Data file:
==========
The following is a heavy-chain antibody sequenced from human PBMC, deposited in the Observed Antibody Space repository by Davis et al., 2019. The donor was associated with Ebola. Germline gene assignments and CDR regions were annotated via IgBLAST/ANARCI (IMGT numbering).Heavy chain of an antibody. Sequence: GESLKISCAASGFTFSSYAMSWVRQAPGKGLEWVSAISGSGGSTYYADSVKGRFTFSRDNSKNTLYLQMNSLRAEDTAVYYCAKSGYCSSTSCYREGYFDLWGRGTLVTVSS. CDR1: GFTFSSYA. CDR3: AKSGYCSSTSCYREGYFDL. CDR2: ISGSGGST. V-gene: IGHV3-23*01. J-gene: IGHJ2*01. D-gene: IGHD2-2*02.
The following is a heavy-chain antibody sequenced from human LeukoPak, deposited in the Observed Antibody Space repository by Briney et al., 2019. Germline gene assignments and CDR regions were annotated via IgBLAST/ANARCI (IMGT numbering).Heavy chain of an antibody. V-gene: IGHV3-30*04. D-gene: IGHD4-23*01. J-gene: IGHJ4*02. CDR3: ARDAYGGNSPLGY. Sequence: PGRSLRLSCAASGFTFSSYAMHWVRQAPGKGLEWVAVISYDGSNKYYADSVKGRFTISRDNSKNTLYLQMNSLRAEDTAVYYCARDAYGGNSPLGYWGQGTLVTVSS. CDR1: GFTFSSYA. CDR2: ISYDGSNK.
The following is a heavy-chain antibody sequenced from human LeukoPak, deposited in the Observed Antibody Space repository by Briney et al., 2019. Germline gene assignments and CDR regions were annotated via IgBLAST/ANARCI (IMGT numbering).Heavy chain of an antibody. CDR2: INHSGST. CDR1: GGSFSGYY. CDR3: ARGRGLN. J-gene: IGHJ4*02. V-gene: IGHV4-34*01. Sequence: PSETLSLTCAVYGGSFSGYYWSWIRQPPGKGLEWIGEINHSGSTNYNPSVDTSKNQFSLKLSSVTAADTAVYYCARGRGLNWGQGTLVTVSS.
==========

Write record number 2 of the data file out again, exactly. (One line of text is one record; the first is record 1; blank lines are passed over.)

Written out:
The following is a heavy-chain antibody sequenced from human LeukoPak, deposited in the Observed Antibody Space repository by Briney et al., 2019. Germline gene assignments and CDR regions were annotated via IgBLAST/ANARCI (IMGT numbering).Heavy chain of an antibody. V-gene: IGHV3-30*04. D-gene: IGHD4-23*01. J-gene: IGHJ4*02. CDR3: ARDAYGGNSPLGY. Sequence: PGRSLRLSCAASGFTFSSYAMHWVRQAPGKGLEWVAVISYDGSNKYYADSVKGRFTISRDNSKNTLYLQMNSLRAEDTAVYYCARDAYGGNSPLGYWGQGTLVTVSS. CDR1: GFTFSSYA. CDR2: ISYDGSNK.